When your kitchen has reached that stage where it is either looking dated, a little worse for wear or even just somewhat tired a great way to rejuvenate its look is to install some quality solid wood worktops. This may sound like a drastic option but when you compare this to the price and stress of ripping out the entire kitchen it is often the best option. By replacing your current worktops with solid wood examples you not only give your kitchen a new lease of life but you are giving it a major facelift, creating a contemporary, stylish kitchen that you will be able to show off to friends and family.
Solid wood worktops come in all manner of materials of varying quality, look and expense. All bring a sense of homeliness to your kitchen without having to compromise on design and contemporary chic. In fact, solid wood worktops are becoming an increasingly predominant design feature when designers are laying out new kitchens. Their durability combined with a sense of old worldliness not only makes them a practical choice, but also an aesthetic one. But what options do you have if you are planning to install solid wood worktops in your kitchen?
The most common forms of solid wood used in worktops are oak, walnut and beech; however, increasingly exotic woods such as iroko and cherry are being used for a darker, more refined look. Your choice of wood is of course entirely up to you but it is worth considering how durable you want your worktops to be, whether they are going to be placed around the sink and naturally the overall look of your kitchen. By taking this approach you should be able to find a type of wood that suits your kitchen and your design needs.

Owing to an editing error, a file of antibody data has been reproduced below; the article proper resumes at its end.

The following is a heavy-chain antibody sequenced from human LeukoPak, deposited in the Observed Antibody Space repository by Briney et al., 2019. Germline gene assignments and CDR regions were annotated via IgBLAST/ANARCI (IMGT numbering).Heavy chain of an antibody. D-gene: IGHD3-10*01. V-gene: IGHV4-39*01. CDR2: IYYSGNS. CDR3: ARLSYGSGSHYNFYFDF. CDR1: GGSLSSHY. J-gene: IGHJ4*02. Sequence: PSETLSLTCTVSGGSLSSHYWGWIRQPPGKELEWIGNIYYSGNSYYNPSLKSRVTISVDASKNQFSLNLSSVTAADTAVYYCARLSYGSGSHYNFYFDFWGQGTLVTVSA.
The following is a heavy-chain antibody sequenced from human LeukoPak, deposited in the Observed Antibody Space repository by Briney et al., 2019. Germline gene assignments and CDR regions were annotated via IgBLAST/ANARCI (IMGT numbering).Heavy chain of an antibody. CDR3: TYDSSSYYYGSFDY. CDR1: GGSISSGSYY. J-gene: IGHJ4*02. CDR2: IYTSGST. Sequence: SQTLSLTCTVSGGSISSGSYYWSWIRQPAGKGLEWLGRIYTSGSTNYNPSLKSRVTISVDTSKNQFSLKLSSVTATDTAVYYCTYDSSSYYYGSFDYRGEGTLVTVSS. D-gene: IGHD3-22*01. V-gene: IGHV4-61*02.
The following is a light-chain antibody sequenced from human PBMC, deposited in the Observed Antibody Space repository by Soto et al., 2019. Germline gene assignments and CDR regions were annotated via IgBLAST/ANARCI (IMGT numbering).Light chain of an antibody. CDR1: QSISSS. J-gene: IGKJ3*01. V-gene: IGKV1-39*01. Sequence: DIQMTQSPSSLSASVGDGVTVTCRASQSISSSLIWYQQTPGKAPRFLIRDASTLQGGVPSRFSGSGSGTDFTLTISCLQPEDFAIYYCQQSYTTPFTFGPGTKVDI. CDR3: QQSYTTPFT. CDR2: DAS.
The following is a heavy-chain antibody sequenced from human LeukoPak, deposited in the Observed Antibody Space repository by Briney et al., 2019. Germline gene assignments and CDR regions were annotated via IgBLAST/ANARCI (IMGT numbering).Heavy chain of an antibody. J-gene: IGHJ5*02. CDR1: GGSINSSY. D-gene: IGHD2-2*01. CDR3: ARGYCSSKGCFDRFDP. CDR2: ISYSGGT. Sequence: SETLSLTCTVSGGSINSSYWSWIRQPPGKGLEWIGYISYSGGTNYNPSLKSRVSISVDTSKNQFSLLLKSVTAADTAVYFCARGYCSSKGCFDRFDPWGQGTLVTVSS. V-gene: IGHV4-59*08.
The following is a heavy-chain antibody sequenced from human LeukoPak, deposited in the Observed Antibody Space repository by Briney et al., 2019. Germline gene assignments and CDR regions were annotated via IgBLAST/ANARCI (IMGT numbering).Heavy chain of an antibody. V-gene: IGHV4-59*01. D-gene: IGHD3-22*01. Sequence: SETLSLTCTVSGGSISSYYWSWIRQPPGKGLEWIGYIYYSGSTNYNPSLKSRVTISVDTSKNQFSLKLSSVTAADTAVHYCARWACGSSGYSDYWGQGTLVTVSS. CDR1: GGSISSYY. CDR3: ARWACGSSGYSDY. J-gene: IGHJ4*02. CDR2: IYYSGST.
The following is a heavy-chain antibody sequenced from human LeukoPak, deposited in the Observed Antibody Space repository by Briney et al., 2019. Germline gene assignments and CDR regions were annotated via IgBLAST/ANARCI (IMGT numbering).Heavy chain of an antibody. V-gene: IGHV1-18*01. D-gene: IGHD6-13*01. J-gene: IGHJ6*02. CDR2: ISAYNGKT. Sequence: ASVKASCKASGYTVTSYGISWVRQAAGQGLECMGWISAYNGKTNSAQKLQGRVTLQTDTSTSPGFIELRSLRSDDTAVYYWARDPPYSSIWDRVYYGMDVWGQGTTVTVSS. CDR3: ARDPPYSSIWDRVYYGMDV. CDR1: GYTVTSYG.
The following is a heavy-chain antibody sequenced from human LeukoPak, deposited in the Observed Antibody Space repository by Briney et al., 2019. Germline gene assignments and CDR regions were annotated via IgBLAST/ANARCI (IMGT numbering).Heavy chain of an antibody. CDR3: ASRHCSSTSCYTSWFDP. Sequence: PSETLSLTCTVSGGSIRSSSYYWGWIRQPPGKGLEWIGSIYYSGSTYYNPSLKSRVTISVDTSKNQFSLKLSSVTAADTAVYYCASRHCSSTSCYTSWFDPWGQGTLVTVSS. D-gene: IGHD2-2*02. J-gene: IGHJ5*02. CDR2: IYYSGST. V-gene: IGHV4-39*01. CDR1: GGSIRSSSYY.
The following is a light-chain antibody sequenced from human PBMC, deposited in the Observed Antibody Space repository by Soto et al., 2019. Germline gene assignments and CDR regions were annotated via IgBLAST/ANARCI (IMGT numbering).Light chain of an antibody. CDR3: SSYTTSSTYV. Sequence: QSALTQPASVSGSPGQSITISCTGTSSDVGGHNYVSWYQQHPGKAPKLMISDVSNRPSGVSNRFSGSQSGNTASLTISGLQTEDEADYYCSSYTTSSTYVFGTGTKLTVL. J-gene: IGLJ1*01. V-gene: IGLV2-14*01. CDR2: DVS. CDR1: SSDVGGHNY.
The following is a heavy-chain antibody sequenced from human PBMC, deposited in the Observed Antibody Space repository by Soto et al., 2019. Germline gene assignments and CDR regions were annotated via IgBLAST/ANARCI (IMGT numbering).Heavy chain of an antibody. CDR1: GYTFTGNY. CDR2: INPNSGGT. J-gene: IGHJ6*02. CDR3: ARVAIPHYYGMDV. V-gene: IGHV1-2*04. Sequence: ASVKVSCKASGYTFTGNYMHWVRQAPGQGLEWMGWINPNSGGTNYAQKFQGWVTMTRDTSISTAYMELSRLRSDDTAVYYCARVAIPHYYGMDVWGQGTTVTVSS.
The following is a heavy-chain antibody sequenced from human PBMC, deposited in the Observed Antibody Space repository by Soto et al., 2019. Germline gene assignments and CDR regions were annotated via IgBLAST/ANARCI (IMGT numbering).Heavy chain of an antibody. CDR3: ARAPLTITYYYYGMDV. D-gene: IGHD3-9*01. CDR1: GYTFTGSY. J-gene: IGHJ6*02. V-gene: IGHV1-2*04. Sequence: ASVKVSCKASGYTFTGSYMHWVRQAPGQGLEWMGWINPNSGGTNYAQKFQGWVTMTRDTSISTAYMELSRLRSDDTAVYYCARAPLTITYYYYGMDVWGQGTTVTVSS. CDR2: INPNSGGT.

For a classic look the best type of solid wood to go for is oak. This timeless timber has been known for its strength and durability for centuries and will undoubtedly look great in your kitchen. Its traditional look, with well defined grain emanates an elegance that is difficult to achieve using any other material. The superbly rich colour and markings can easily make a kitchen and thanks to its slow aging process, oak worktops will only enhance your kitchen with time.
If you want a decorative wood however it is advisable to utilise walnut as its immensely strong grain can be considered a design feature in its own right. The patterns walnut creates along with the unbelievable sense of warmth it brings make walnut worktops a great asset in any kitchen. Beech on the other hand has a softer grain that is both subtle and elegant, solid wood worktops made from this material not only enhance a kitchen but as it does this with a subtlety not found in many kitchen materials, they are sure to be a talking point.
Of the newer, more contemporary solid woods being used in kitchen design cherry is one of the most attractive. The sheer sense of drama created by cherry worktops through their rich colour makes this material one of the most aesthetically pleasing used today. As with oak, cherry will darken and only become better with age, making worktops made from cherry a fantastic investment.
Remember that solid wood worktops are however an investment. Once they are fitted they will have to be stained on a regular basis to keep them healthy. Those who are somewhat workshy may prefer to opt for a laminate option that will not require as much work. But for those who have the energy to care for their kitchen worktops, solid wood is the only choice for a kitchen that exudes elegance, style and class.
Interior design expert Thomas Pretty looks into which materials are now being used to construct solid wood worktops in contemporary kitchens.